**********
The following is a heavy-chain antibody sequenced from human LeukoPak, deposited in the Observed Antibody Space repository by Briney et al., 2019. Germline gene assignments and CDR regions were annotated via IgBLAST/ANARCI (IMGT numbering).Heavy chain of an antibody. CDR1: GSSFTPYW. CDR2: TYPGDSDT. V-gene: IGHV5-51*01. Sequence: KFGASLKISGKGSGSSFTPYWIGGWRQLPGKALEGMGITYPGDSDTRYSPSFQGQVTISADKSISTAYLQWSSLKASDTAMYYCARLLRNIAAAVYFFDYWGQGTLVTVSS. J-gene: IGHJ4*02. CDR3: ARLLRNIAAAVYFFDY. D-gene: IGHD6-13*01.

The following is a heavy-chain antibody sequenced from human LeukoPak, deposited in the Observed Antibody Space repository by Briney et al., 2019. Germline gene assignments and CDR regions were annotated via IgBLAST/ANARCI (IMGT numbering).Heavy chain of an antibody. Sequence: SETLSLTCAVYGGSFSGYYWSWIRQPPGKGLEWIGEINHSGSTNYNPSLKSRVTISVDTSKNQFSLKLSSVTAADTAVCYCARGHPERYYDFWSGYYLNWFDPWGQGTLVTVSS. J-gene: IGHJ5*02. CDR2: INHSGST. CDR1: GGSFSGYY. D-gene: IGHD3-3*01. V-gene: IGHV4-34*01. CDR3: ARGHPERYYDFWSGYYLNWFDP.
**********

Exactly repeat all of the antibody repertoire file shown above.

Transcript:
The following is a heavy-chain antibody sequenced from human LeukoPak, deposited in the Observed Antibody Space repository by Briney et al., 2019. Germline gene assignments and CDR regions were annotated via IgBLAST/ANARCI (IMGT numbering).Heavy chain of an antibody. CDR1: GSSFTPYW. CDR2: TYPGDSDT. V-gene: IGHV5-51*01. Sequence: KFGASLKISGKGSGSSFTPYWIGGWRQLPGKALEGMGITYPGDSDTRYSPSFQGQVTISADKSISTAYLQWSSLKASDTAMYYCARLLRNIAAAVYFFDYWGQGTLVTVSS. J-gene: IGHJ4*02. CDR3: ARLLRNIAAAVYFFDY. D-gene: IGHD6-13*01.

The following is a heavy-chain antibody sequenced from human LeukoPak, deposited in the Observed Antibody Space repository by Briney et al., 2019. Germline gene assignments and CDR regions were annotated via IgBLAST/ANARCI (IMGT numbering).Heavy chain of an antibody. Sequence: SETLSLTCAVYGGSFSGYYWSWIRQPPGKGLEWIGEINHSGSTNYNPSLKSRVTISVDTSKNQFSLKLSSVTAADTAVCYCARGHPERYYDFWSGYYLNWFDPWGQGTLVTVSS. J-gene: IGHJ5*02. CDR2: INHSGST. CDR1: GGSFSGYY. D-gene: IGHD3-3*01. V-gene: IGHV4-34*01. CDR3: ARGHPERYYDFWSGYYLNWFDP.